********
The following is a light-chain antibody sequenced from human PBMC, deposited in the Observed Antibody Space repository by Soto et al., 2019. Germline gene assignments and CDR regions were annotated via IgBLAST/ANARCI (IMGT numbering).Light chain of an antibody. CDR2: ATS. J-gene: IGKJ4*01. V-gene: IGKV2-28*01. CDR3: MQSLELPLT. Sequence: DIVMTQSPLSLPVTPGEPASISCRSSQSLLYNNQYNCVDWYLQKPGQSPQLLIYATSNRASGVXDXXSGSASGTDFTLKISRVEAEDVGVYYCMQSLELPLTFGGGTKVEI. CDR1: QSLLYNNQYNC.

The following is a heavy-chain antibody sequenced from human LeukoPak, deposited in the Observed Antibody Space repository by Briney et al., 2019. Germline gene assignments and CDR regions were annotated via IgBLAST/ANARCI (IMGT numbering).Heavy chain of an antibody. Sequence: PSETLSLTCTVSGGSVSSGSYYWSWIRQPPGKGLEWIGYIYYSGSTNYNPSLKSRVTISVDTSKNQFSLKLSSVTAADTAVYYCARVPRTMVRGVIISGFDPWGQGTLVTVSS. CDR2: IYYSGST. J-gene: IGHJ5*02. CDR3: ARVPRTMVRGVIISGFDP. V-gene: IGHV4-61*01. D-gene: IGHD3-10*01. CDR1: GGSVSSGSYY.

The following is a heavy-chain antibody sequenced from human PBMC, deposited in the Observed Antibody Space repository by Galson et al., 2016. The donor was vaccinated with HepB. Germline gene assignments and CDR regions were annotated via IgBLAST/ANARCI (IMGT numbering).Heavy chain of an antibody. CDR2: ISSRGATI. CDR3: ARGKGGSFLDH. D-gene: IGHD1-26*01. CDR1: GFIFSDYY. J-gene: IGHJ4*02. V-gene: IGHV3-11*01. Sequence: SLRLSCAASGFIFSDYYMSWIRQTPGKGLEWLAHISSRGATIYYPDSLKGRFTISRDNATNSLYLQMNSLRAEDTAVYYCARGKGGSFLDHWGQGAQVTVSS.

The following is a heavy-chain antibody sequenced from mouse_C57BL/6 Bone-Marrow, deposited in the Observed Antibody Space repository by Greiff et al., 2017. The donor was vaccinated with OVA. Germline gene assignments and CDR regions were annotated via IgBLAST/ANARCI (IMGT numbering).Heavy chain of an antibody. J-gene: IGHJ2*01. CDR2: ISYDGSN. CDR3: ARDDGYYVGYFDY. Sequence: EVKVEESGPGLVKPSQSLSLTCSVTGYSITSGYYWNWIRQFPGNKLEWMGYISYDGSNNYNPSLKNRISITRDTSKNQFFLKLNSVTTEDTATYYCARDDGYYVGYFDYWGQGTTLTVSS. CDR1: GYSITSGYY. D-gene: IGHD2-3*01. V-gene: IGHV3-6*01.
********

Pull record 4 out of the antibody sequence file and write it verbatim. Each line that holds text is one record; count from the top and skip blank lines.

The following is a heavy-chain antibody sequenced from mouse_C57BL/6 Bone-Marrow, deposited in the Observed Antibody Space repository by Greiff et al., 2017. The donor was vaccinated with OVA. Germline gene assignments and CDR regions were annotated via IgBLAST/ANARCI (IMGT numbering).Heavy chain of an antibody. J-gene: IGHJ2*01. CDR2: ISYDGSN. CDR3: ARDDGYYVGYFDY. Sequence: EVKVEESGPGLVKPSQSLSLTCSVTGYSITSGYYWNWIRQFPGNKLEWMGYISYDGSNNYNPSLKNRISITRDTSKNQFFLKLNSVTTEDTATYYCARDDGYYVGYFDYWGQGTTLTVSS. CDR1: GYSITSGYY. D-gene: IGHD2-3*01. V-gene: IGHV3-6*01.